Archive for the ‘Anne Steele’ Tag

My Maker and My King   1 comment

Christ in Majesty Chartres Cathedral

Above:  Christ in Majesty, Chartres Cathedral

Image in the Public Domain

Hymn Source = Seventh-day Adventist Hymnal (1985)

Text (published in 1760) by Anne Steele (1716-1778)

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1.  My Maker and my King,

To Thee my all I owe;

Thy sovereign bounty is the spring

Whence all my blessings flow;

Thy sovereign bounty is the spring

Whence all my blessings flow.

2.  The creature of Thy hand,

On Thee alone I lie;

My God, Thy benefits demand

More praise than I can give.

My God, Thy benefits demand

More praise than I can give.

3.  Lord, what can I impart

When all is Thine before?

Thy love demands a thankful heart;

The gift, alas! how poor.

Thy love demands a thankful heart;

The gift, alas! how poor.

4.  O! let Thy grace inspire

My soul with strength divine;

Let every word and each desire

And all my days be Thine.

Let every word and each desire

And all my days be Thine.

Anne Steele   1 comment

English Flag

Above:  The Flag of England

Image in the Public Domain

Anne Steele (1716-1778) was the first important female English hymn writer.

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He Lives! The Great Redeemer Lives:

https://gatheredprayers.wordpress.com/2015/05/22/he-lives-the-great-redeemer-lives/

Father, Whate’er of Earthly Bliss:

https://gatheredprayers.wordpress.com/2015/05/22/father-whater-of-earthly-bliss/

My God, ‘Tis to Thy Mercy-Seat:

https://gatheredprayers.wordpress.com/2015/05/22/my-god-tis-to-thy-mercy-seat/

Almighty God, Before Thy Throne:

https://gatheredprayers.wordpress.com/2015/05/22/almighty-god-before-thy-throne/

To Our Redeemer’s Glorious Name:

https://gatheredprayers.wordpress.com/2015/05/22/to-our-redeemers-glorious-name/

Father of Mercies, in Thy Word:

https://gatheredprayers.wordpress.com/2015/05/22/father-of-mercies-in-thy-word/

The Savior Calls; Let Every Ear:

https://gatheredprayers.wordpress.com/2015/05/22/the-savior-calls-let-every-ear/

My Maker and My King:

https://gatheredprayers.wordpress.com/2015/05/22/my-maker-and-my-king/

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Posted May 22, 2015 by neatnik2009 in Sources S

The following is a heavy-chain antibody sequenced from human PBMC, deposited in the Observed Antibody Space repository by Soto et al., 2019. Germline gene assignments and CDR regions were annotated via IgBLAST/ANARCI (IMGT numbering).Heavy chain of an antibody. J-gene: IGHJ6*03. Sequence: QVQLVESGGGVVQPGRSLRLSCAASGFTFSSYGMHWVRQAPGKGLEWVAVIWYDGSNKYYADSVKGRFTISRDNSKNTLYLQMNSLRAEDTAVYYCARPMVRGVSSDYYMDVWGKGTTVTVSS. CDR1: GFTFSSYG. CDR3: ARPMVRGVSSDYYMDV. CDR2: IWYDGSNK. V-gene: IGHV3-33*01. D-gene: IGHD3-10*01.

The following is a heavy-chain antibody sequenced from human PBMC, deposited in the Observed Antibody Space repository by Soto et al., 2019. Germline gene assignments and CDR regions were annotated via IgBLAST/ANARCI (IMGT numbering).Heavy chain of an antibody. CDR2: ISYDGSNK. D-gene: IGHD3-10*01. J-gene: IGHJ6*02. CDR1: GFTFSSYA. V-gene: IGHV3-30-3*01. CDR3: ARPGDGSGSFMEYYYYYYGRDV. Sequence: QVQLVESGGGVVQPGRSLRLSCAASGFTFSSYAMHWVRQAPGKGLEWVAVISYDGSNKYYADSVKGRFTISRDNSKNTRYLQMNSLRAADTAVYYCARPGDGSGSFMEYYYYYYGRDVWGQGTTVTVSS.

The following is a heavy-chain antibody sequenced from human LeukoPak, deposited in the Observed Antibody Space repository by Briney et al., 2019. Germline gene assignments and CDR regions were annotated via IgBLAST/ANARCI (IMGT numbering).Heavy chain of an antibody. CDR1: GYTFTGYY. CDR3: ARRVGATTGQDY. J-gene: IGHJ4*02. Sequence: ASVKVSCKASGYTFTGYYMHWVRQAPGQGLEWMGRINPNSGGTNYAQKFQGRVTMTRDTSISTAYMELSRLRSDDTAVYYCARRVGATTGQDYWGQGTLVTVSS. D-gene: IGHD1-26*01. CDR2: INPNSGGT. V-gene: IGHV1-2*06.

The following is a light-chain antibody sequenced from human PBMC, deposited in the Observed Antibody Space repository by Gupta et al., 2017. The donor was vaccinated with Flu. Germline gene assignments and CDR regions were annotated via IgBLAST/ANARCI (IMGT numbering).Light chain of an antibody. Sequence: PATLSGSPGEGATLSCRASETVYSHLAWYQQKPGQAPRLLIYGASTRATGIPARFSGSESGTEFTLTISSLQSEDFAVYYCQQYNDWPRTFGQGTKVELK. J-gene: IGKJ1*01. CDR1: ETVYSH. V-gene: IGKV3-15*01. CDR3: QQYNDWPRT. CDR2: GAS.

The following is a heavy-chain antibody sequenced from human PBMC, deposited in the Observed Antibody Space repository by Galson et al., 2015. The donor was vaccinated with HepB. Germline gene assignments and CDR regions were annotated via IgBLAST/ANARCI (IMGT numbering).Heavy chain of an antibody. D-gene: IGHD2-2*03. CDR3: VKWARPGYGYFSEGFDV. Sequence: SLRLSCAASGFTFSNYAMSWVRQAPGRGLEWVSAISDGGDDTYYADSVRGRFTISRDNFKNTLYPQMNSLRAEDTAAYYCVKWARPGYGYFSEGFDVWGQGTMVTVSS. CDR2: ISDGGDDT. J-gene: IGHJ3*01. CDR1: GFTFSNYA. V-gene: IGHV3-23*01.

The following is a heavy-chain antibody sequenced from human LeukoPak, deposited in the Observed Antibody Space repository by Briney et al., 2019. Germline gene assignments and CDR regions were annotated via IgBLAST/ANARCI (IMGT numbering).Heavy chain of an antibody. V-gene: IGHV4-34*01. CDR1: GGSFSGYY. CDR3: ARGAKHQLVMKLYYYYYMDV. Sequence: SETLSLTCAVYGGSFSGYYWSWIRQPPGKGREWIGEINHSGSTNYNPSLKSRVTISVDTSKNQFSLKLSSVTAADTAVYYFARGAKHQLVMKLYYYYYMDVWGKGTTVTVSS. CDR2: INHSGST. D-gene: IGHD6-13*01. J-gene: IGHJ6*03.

Tagged with

He Lives! the Great Redeemer Lives   2 comments

Resurrection of Christ and Women at the Tomb Fra Angelico

Above:  The Resurrection of Christ and the Women at the Tomb, by Fra Angelico

Image in the Public Domain

Hymn Source = New Baptist Hymnal (1926), Northern Baptist Convention and Southern Baptist Convention

Text (published in 1760) by Anne Steele (1716-1778)

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1.  He lives! the great Redeemer lives!

What joy the blest assurance gives!

And now, before his Father, God,

He pleads the merits of his blood,

He pleads the merits of his blood.

2.  Repeated crimes awake our fears,

And justice, armed with frowns appears;

But in the Saviour’s lovely face

Sweet mercy smiles, and all is peace,

Sweet mercy smiles, and all is peace.

3.  Away, ye dark, despairing thoughts;

Above our fears, above our faults,

His pow’rful intercessions rise;

And guilt recedes, and terror dies,

And guild recedes, and terror dies.

4.  Great Advocate, almighty Friend,

On thee our humble hopes depend;

Our cause can never, never fail,

For thou dost plead, and must prevail,

For thou dost plead, and must prevail.

Father, What’er of Earthly Bliss   1 comment

Crucifix III July 15, 2014

Above:  One of My Crucifixes, July 2015

Image Source = Kenneth Randolph Taylor

Hymn Source = New Baptist Hymnal (1926), Northern Baptist Convention and Southern Baptist Convention

The New Baptist Hymnal was considerably more popular in the former than in the latter, according to William Jensen Reynolds, Hymns of Our Faith:  A Handbook for the Baptist Hymnal (Nashville, TN:  Broadman Press, 1964), page xxix.

Text (published in 1760) by Anne Steele (1716-1778), who spent most of her life as an invalid in constant pain and frequently bedridden, and whose fiance died just a few hours before the scheduled wedding

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1.  Father, whate’er of earthly bliss

Thy sovereign will denies,

Accepted at thy throne of grace,

Let this petition rise:–

2.  Give me a calm, a thankful heart,

From ev’ry murmur free;

The blessings of thy grace impart,

And make me live to thee.

3.  Let the sweet hope that thou art mine

My life and death attend;

Thy presence thro’ my journey shine,

And crown my journey’s end.

My God, ‘Tis To Thy Mercy-Seat   1 comment

OLYMPUS DIGITAL CAMERA

OLYMPUS DIGITAL CAMERA

Above:  Christ the Merciful

Image in the Public Domain

Hymn Source = The Hymnal of the Evangelical and Reformed Church (1941)

Text (published in 1760) by Anne Steele (1716-1778)

The Hymnal of the Evangelical and Reformed Church (1941) changed the opening line to “Dear Father, to Thy mercy-seat,” as Armin Haeussler’s The Story of Our Hymns:  The Handbook to the Hymnal of the Evangelical and Reformed Church (1952) informs me.

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1.  My God, ’tis to Thy mercy-seat